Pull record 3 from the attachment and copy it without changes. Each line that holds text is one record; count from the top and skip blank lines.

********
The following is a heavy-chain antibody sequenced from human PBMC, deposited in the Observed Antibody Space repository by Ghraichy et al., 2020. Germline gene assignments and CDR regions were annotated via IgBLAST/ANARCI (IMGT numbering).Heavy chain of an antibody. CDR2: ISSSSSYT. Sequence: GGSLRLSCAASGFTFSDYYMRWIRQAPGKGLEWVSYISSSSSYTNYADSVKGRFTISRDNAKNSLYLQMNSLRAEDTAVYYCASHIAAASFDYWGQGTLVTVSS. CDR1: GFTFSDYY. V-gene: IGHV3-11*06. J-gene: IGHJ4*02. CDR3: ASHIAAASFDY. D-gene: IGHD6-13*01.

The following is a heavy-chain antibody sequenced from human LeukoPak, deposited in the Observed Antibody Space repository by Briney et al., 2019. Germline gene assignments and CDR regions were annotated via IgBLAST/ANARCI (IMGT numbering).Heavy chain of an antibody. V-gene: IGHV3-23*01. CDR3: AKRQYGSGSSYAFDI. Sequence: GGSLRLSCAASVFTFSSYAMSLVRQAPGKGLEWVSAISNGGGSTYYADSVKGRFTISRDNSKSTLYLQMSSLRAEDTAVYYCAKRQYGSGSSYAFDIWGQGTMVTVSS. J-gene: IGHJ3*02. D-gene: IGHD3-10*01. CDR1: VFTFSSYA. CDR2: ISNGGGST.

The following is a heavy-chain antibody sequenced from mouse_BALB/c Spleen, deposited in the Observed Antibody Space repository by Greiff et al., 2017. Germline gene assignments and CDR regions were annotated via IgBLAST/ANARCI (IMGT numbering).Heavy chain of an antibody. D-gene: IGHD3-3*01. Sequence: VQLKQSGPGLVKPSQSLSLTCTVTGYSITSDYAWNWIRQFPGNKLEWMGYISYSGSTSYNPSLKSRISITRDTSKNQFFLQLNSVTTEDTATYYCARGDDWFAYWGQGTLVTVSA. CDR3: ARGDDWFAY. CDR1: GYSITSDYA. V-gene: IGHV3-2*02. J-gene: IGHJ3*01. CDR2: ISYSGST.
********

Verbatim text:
The following is a heavy-chain antibody sequenced from mouse_BALB/c Spleen, deposited in the Observed Antibody Space repository by Greiff et al., 2017. Germline gene assignments and CDR regions were annotated via IgBLAST/ANARCI (IMGT numbering).Heavy chain of an antibody. D-gene: IGHD3-3*01. Sequence: VQLKQSGPGLVKPSQSLSLTCTVTGYSITSDYAWNWIRQFPGNKLEWMGYISYSGSTSYNPSLKSRISITRDTSKNQFFLQLNSVTTEDTATYYCARGDDWFAYWGQGTLVTVSA. CDR3: ARGDDWFAY. CDR1: GYSITSDYA. V-gene: IGHV3-2*02. J-gene: IGHJ3*01. CDR2: ISYSGST.